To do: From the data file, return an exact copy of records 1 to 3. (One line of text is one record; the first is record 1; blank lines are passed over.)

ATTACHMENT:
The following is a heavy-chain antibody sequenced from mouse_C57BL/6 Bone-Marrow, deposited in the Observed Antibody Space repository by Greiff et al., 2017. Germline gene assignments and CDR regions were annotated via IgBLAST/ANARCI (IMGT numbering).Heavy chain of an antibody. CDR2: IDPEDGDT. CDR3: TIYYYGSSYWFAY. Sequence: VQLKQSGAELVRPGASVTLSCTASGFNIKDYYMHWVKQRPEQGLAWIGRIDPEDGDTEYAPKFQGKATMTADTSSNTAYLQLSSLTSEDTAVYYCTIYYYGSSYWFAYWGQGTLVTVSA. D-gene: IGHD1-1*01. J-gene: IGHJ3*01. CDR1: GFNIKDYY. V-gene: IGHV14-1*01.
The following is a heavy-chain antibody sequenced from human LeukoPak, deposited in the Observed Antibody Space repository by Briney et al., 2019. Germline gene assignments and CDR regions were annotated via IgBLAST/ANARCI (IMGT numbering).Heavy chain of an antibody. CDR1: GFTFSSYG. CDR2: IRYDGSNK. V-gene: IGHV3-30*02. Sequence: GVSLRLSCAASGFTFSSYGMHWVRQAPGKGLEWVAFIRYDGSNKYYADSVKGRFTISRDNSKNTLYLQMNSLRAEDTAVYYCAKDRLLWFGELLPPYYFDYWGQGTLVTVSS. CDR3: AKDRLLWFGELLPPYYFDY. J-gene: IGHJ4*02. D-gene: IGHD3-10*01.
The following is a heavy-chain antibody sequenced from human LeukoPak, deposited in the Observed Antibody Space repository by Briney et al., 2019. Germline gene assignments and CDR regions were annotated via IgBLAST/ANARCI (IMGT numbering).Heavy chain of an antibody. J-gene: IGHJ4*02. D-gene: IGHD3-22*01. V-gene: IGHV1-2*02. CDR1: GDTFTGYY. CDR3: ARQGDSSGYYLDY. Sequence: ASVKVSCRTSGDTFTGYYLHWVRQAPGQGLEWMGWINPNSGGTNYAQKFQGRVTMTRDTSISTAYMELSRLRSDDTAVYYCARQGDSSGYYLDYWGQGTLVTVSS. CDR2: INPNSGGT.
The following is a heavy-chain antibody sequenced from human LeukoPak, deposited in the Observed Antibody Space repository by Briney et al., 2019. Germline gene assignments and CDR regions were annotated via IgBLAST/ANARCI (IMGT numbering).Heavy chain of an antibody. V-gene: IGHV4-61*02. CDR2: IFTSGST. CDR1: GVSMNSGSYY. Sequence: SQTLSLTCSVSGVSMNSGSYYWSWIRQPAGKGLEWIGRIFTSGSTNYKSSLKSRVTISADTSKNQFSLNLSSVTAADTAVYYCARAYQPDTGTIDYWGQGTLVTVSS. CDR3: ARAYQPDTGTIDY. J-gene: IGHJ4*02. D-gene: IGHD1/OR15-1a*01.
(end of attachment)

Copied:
The following is a heavy-chain antibody sequenced from mouse_C57BL/6 Bone-Marrow, deposited in the Observed Antibody Space repository by Greiff et al., 2017. Germline gene assignments and CDR regions were annotated via IgBLAST/ANARCI (IMGT numbering).Heavy chain of an antibody. CDR2: IDPEDGDT. CDR3: TIYYYGSSYWFAY. Sequence: VQLKQSGAELVRPGASVTLSCTASGFNIKDYYMHWVKQRPEQGLAWIGRIDPEDGDTEYAPKFQGKATMTADTSSNTAYLQLSSLTSEDTAVYYCTIYYYGSSYWFAYWGQGTLVTVSA. D-gene: IGHD1-1*01. J-gene: IGHJ3*01. CDR1: GFNIKDYY. V-gene: IGHV14-1*01.
The following is a heavy-chain antibody sequenced from human LeukoPak, deposited in the Observed Antibody Space repository by Briney et al., 2019. Germline gene assignments and CDR regions were annotated via IgBLAST/ANARCI (IMGT numbering).Heavy chain of an antibody. CDR1: GFTFSSYG. CDR2: IRYDGSNK. V-gene: IGHV3-30*02. Sequence: GVSLRLSCAASGFTFSSYGMHWVRQAPGKGLEWVAFIRYDGSNKYYADSVKGRFTISRDNSKNTLYLQMNSLRAEDTAVYYCAKDRLLWFGELLPPYYFDYWGQGTLVTVSS. CDR3: AKDRLLWFGELLPPYYFDY. J-gene: IGHJ4*02. D-gene: IGHD3-10*01.
The following is a heavy-chain antibody sequenced from human LeukoPak, deposited in the Observed Antibody Space repository by Briney et al., 2019. Germline gene assignments and CDR regions were annotated via IgBLAST/ANARCI (IMGT numbering).Heavy chain of an antibody. J-gene: IGHJ4*02. D-gene: IGHD3-22*01. V-gene: IGHV1-2*02. CDR1: GDTFTGYY. CDR3: ARQGDSSGYYLDY. Sequence: ASVKVSCRTSGDTFTGYYLHWVRQAPGQGLEWMGWINPNSGGTNYAQKFQGRVTMTRDTSISTAYMELSRLRSDDTAVYYCARQGDSSGYYLDYWGQGTLVTVSS. CDR2: INPNSGGT.